Resale value is likely to be much higher with the Tesla due to the ability to do over the air upgrades to EAP and FSD. Degradation may not be as much of an issue in Canada as you mentioned. Adaptive cruise control will be an extra $5k as part of EAP, but regular cruise control is there, along with automatic emergency braking, and side collision alerts in the base model. You'll be paying an extra $5k to get the SL trim if you want adaptive cruise control on the Leaf, as I doubt it will be on the S or SV trims.
Another consideration, even if you do not need 220 miles range, over 10-15 years of usage, 15% degradation on a 220 mile range battery (187 remaining) is less impacting than a 15% degradation on a 160 mile battery (136mi remaining.) Although given a larger capacity, it will have less charge/discharge cycles making for less degradation. The warranties on both cars batteries are 8 years, 100,000 miles for the base (120,000 miles for long range Model 3.)
But going back to the first topic, any features you have on your Leaf are set in stone, while Enhanced Autopilot and Full Self Driving can be unlocked on the Model 3 whenever you like, (or whenever they work at a level that you're happy with.) Nissan doesn't seem to show any interest in allowing you to upgrade your Leaf in any way, as exampled by their refusal to put 30kWh packs into 24kWh cars when replacing packs. You must stay with the 24kWh. I'm sure the same will be with their ProPilot technology as well.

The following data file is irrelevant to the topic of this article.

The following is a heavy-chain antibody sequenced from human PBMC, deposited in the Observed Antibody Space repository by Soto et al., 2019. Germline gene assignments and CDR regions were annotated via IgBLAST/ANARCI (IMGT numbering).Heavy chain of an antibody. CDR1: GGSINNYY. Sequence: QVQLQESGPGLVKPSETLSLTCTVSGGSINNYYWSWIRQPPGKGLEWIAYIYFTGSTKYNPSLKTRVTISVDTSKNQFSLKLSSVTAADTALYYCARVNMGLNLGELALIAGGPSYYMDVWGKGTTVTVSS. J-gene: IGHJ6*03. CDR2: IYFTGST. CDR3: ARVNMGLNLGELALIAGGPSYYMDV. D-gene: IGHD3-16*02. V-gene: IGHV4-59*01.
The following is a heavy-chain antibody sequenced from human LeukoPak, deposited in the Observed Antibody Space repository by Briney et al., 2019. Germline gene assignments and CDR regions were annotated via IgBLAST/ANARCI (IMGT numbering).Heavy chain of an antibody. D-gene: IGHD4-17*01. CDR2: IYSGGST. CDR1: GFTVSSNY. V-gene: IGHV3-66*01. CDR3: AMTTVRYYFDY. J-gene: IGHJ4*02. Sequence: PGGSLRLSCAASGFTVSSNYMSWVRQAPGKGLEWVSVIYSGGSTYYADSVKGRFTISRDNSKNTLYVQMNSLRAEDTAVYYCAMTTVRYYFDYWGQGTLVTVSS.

Just my thoughts, but in any event, from what I've read online, Canadians won't be able to get the Model 3 until late 2018 at the earliest, anyhow. My wait is until June 2018 for Arkansas.
Pulled the trigger on going EV on 10/2016 with a 2012 Leaf, and a Tesla Model 3 reservation expected to receive in June 2018.